If you spend any time around the internet, you’ll probably recognize this word: “tribe.” Now for hundred of years “tribe” was a pretty unassuming member of the English language, content to describe a discrete sociological structure. But over the course of the last five years, it’s had a bit of a growth spurt due in part to a leadership paradigm that Seth Godin popularized in his book (aptly titled) Tribes: We Need You to Lead Us.
Since then, it seems that everyone of influence is busy forming a tribe. Even (especially?) among Christians. There is a theologically progressive tribe, a theologically conservative tribe, a missional tribe, a mundane tribe, and of course, a tribe just for those too cool for any of these other tribes. And in the irony that is the human experience, those of us speaking most loudly against racism and prejudice are often the first to coalesce into tribes to do it.
So that the Tribe intended to trump all others continues to be defined by tribalism.
The other funny thing about all this tribal language is that it often misses the whole point of being a tribe. While today’s tribes form around common interests and common leaders, in the historical sense, a tribe was the result of a common ancestor in a common location. You don’t belong to a tribe because you choose to be in it; you belong to a tribe because you’ve been born into it. And once you are, you remain in it by sharing life with the other members. You live in the same space.
And this brings to light yet another irony. Much of the talk of tribe is happening via the internet. Now I’ll be the first to acknowledge the benefits of technological advancement—we wouldn’t be having this moment otherwise—but if we’re honest, online relationships are pretty one-dimensional. We are disembodied spirits connecting over bundles of fiber-optic cable without ever connecting physically through our daily chores or our common life. We may chat all day, but we never belong to what Wendell Berry describes in Hannah Coulter as “The Membership.” That fellowship where neighbors bonded together and
“work was freely given in exchange for work freely given. There was no bookkeeping, no accounting, no settling up. What you owed was considered paid when you had done what needed doing. Every account was paid in full by the understanding that when we were need we would go, and when we had need the others, or enough of them, would come.”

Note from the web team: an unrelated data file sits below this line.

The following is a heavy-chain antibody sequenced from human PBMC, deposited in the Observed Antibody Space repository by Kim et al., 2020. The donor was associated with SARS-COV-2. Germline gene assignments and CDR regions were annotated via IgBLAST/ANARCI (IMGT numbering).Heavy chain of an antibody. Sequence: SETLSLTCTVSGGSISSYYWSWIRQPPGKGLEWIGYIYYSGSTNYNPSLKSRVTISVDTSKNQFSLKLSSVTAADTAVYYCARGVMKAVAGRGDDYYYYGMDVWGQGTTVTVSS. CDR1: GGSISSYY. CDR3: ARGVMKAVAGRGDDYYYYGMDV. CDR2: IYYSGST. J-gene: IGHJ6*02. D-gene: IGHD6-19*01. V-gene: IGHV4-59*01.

Sadly, this sense of common life is one of the things that the American Church has lost through our years of denominational experimentation. We’ve lost an understanding of parish, of space, of presence. We’ve lost our tribal geography. Sure, some of us try to salvage it in a commitment to a “local church”—but then we end up driving over an hour to attend the “local” church that we most closely identify with in style and substance. And congratulate ourselves for our sacrifice and commitment.
And we have a common ancestor in Jesus Christ.
Yet, we are not the same. We are old; we are young. We are black; we are white. Some of us were born in the United States; some of us came here later. Some are life-long members of this tribe; some joined last month. We are police men and writers, stay-at-home moms and firefighters.
Visit with us on a given Sunday morning and you’re just as likely to hear Roberta and Ruth blending old-time harmonies as you are to hear a teenager strumming away to a Chris Tomlin song. You’ll hear banjos and mandolins playing alongside a flute and organ. You’ll see jeans and polos, boots and sandals. From some corners of our tribe, there’ll be “Hallelujahs” and “Amens” and from others, nothing at all.
You’ll see a preacher’s wife in her Sunday best, trying to maintain some sense of decorum from the choir loft as she watches her four-year-old son turn somersaults on the front pew through the length of his father’s pastoral prayer. You’ll see all the other choir members giggling with a grace that reminds her to cherish these days
Walk in on this tribe on a Sunday night around 7:00 and you’ll see them huddled together–in groups of three and four—praying for their community, their church, and country. Wait long enough and you’ll see this monastic peace shattered by a herd of children who come tearing into the sanctuary looking for permission to play on the play ground.
This is my tribe.
These folks understand that what unites us is bigger than our age, bigger than our socio-economic status, bigger than our nationality, bigger than our individual standards and convictions. What unites us is the One who is bigger than all of it—so large in fact that He can unite all things together in His own body.
Certainly, we have our problems. We have our infighting. What family doesn’t? But we are family. We are a tribe. And we’ve been made a tribe—not through our shared interests—but through our shared ancestry in Jesus Christ. Through the sovereignty of a God who “made from one man every nation of mankind … [and] determined the boundaries of their dwelling places” (ESV, Acts 17:26). Through the faithfulness of a God who knows how to put the lonely in families. And ultimately through “the fullness of Him who fills all in all.”